One of the things I enjoy the most about living overseas is the challenge to re-create certain staples of die-hard American cuisine. Cream of Mushroom Soup was always a particular stumbling block growing up in a country without Campbell’s®, and the recipes for substitutes always proved so time-consuming that I often ended up scrapping the dish altogether. Sour cream can be another surprisingly elusive ingredient, though the observant cook can often find close equivalents- in Uzbekistan we called it kaimok, and in Lebanon we use labneh. It is during the holiday season that the lack of American ingredients is often most sorely felt, and this year’s Thanksgiving was no exception. However, it is in these moments that necessity is indeed the mother of invention, ending in either creative masterpieces or epic failures.
While the grocery stores in Beirut tend to be fairly well stocked, canned pumpkin is one item chronically in short supply. Clearly a necessary item in one of my seasonal favorites, pumpkin pie, I remembered how my mom used to bake her own pumpkins, and I decided to try it for myself. For those of you who, either out of necessity or perhaps curiosity, would like to follow suit, here are the directions on how to bake your own pumpkin:
1) Preheat oven to 350 degrees.
2) Slice the raw pumpkin in half and clean out the fleshy insides including the seeds.
3) Place the two halves of the pumpkin face down on a cookie sheet or shallow baking pan.
4) Place in oven and allow to bake until soft when poked with a fork- about 1½ -2 hours depending on the size of the pumpkin. Take care in lifting the pumpkin halves off of the pan as hot steam will be trapped underneath.
5) Allow the pumpkin to cool slightly before scooping it out of the skin.
6) Store in the fridge in an air-tight container until ready for use.
*You may also puree the pumpkin for a smoother consistency, but this may make it runnier and alter the consistency of some recipes.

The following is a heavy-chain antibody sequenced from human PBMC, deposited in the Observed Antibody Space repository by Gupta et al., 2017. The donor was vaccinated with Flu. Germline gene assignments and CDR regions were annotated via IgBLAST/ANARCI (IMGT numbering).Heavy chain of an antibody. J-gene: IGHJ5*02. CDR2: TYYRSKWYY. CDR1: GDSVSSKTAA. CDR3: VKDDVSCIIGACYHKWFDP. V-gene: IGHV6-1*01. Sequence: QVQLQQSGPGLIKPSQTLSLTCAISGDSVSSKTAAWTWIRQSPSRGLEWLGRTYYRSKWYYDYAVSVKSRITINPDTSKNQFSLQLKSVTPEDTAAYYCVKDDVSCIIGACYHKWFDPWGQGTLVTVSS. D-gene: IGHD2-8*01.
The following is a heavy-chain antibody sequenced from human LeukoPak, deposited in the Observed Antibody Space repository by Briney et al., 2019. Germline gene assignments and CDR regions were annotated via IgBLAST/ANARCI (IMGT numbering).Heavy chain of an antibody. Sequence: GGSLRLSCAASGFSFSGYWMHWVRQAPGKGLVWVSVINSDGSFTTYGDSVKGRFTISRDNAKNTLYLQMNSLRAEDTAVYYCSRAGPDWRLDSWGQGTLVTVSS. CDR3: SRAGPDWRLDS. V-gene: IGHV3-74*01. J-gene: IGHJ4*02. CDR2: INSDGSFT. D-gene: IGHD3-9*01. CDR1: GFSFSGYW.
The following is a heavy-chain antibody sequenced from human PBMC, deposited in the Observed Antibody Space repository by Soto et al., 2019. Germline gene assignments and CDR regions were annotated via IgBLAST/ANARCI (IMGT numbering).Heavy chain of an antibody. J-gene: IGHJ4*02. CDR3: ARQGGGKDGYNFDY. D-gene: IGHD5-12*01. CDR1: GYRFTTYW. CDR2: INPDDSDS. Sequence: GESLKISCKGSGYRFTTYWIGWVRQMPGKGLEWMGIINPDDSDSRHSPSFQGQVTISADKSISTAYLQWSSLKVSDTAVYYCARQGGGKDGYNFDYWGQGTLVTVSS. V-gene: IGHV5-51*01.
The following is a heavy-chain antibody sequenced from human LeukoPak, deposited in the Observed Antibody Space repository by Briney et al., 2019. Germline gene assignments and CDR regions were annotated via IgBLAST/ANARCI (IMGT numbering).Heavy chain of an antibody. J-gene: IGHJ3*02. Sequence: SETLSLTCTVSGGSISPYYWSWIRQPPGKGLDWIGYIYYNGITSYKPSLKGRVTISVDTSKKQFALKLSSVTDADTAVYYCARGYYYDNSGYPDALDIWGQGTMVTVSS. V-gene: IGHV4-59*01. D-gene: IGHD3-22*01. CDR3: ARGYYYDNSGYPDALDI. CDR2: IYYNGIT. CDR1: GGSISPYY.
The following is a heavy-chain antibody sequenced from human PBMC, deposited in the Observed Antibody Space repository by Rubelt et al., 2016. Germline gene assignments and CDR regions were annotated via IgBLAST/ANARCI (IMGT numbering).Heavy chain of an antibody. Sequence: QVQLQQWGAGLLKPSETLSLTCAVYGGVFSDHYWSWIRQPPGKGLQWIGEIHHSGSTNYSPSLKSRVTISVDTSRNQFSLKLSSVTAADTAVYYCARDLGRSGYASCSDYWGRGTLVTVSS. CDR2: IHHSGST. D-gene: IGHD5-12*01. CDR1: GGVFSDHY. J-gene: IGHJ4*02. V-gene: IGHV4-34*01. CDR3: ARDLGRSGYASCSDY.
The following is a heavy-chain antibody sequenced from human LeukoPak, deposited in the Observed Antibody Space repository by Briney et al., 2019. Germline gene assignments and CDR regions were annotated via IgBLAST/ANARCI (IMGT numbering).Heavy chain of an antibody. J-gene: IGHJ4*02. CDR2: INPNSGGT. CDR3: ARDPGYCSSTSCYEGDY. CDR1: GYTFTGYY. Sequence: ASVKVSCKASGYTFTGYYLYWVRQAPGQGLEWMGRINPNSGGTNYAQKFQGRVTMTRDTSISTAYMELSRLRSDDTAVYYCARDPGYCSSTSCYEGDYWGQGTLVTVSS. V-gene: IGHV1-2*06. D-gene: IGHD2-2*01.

I usually like to save the pumpkin seeds to toast in the oven with a little bit of salt- a tasty and healthy snack, but one of my roommates also found this recipe for Pumpkin Seed Milk. We teased her endlessly for it, but Pumpkin Seed Milk is actually surprisingly good, especially if you like Soy or Almond Milk. It is also extremely good for you- pumpkin seeds are an excellent source of Magnesium and Zinc among other things, and can help reduce cholesterol.
As far as pumpkin pie goes, I have yet to find a recipe that I prefer to the one straight off the Libby’s® can, but since Evaporated Milk is also often hard to come by, below is a modified recipe using reduced sugar and Sweetened Condensed Milk:
Baked Pumpkin Pie
- 1 (9 inch) unbaked pie crust
- ¼ c. white sugar
- 1 tsp. ground cinnamon
- ½ tsp. salt
- ½ tsp. ground ginger
- ¼ tsp. ground cloves
- 2 eggs
- 2 c. baked pumpkin
- 1 ½ c. Sweetened Condensed Milk
1. Preheat oven to 425 degrees.
2. Roll out pie crust and place in a greased 9 inch pie tin.
3. Combine remaining dry ingredients in a small mixing bowl.
4. Beat eggs lightly and add pumpkin and dry ingredients using an electric mixer or by hand.
5. Gradually add sweetened condensed milk.
6. Pour into pie shell and bake for 15 minutes, then lower heat to 350 degrees and bake for 40-50 minutes, or until knife inserted into the middle of the pie comes out clean. Cover with tin foil if crust begins to brown before fully cooked.
7. Allow to cool completely, then store in the refrigerator until ready to serve.